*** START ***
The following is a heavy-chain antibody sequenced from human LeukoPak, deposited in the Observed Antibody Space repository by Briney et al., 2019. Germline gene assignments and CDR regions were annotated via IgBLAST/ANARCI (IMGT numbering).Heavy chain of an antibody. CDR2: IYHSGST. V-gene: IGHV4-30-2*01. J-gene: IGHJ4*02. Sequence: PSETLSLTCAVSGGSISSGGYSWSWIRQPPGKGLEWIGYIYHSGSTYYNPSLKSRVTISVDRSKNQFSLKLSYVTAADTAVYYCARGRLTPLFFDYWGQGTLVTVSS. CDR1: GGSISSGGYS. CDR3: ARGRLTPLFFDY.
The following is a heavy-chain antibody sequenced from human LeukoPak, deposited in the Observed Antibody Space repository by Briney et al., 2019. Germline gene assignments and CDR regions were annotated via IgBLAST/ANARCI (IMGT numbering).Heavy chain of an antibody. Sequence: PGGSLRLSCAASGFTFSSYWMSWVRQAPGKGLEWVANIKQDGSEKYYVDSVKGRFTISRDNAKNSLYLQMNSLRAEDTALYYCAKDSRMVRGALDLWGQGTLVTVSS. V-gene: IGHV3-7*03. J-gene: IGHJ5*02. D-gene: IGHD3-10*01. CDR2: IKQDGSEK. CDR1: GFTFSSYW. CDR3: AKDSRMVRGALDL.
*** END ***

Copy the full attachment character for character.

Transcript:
The following is a heavy-chain antibody sequenced from human LeukoPak, deposited in the Observed Antibody Space repository by Briney et al., 2019. Germline gene assignments and CDR regions were annotated via IgBLAST/ANARCI (IMGT numbering).Heavy chain of an antibody. CDR2: IYHSGST. V-gene: IGHV4-30-2*01. J-gene: IGHJ4*02. Sequence: PSETLSLTCAVSGGSISSGGYSWSWIRQPPGKGLEWIGYIYHSGSTYYNPSLKSRVTISVDRSKNQFSLKLSYVTAADTAVYYCARGRLTPLFFDYWGQGTLVTVSS. CDR1: GGSISSGGYS. CDR3: ARGRLTPLFFDY.
The following is a heavy-chain antibody sequenced from human LeukoPak, deposited in the Observed Antibody Space repository by Briney et al., 2019. Germline gene assignments and CDR regions were annotated via IgBLAST/ANARCI (IMGT numbering).Heavy chain of an antibody. Sequence: PGGSLRLSCAASGFTFSSYWMSWVRQAPGKGLEWVANIKQDGSEKYYVDSVKGRFTISRDNAKNSLYLQMNSLRAEDTALYYCAKDSRMVRGALDLWGQGTLVTVSS. V-gene: IGHV3-7*03. J-gene: IGHJ5*02. D-gene: IGHD3-10*01. CDR2: IKQDGSEK. CDR1: GFTFSSYW. CDR3: AKDSRMVRGALDL.